The new emergency shelters come amid record-high levels of asylum seekers at the U.S.-Mexico border, including some 11,000 kids who arrived at the border in the month of May without their parents. These “unaccompanied alien children,” or UACs, are typically older children or teens, but can sometimes include younger children traveling as part of a group, who travel in the hopes of meeting up with parents and other relatives already inside the U.S. The kids often spend several weeks or even months in temporary shelters before they can be placed with a sponsor.
The agency’s program also has come under severe financial strain in recent weeks, as Congress has yet to fulfill the Trump administration’s request for $2.9 billion in emergency money to pay for the shelters. As a result of the influx and lack of money, HHS said last week it was canceling education and recreational services for the kids. The program is expected to run out of money later this month, unless Congress approves the money.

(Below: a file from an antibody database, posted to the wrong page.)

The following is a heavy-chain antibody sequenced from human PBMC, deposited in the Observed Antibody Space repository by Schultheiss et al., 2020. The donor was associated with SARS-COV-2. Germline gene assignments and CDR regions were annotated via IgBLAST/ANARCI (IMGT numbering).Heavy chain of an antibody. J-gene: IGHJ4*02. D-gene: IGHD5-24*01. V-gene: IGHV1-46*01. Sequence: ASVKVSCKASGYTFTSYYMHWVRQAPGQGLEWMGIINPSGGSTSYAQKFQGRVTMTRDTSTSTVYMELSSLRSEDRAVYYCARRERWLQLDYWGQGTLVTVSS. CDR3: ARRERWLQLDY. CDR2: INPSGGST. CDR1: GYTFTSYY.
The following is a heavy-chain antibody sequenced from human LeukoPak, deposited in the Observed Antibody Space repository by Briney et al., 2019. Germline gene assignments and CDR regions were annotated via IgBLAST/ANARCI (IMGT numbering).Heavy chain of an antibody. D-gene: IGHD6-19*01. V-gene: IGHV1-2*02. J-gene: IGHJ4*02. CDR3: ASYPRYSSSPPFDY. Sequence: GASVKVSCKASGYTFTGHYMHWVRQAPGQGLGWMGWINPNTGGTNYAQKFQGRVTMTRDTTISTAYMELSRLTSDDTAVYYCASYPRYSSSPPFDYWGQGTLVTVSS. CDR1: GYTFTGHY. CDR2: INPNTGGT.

Wilfredo Lee/AP, FILE
Children line up to enter a tent at the Homestead Temporary Shelter for Unaccompanied Children in Homestead, Fla., Feb. 19, 2019.
Acting Secretary Kevin McAleenan has urged Congress to act on the spending request, noting the 2,000 kids waiting at Border Patrol stations. HHS has said previously that shelter capacity was tight but not maxed out and that no child would be turned away if transported to its shelters.
On Tuesday, HHS spokeswoman Evelyn Stauffer confirmed that capacity for the program in recent days has topped 90 percent, and at one point went as high as 97 percent. The number fluctuates by the day as kids are placed with sponsors and are moved out of the program while others are processed upon arrival. One particular problem, she said, has been that certain shelters might have space but aren’t a good fit for the age or gender of the child in need. Some shelters are designated for teen boys, for example, whereas others are better equipped to care for younger children.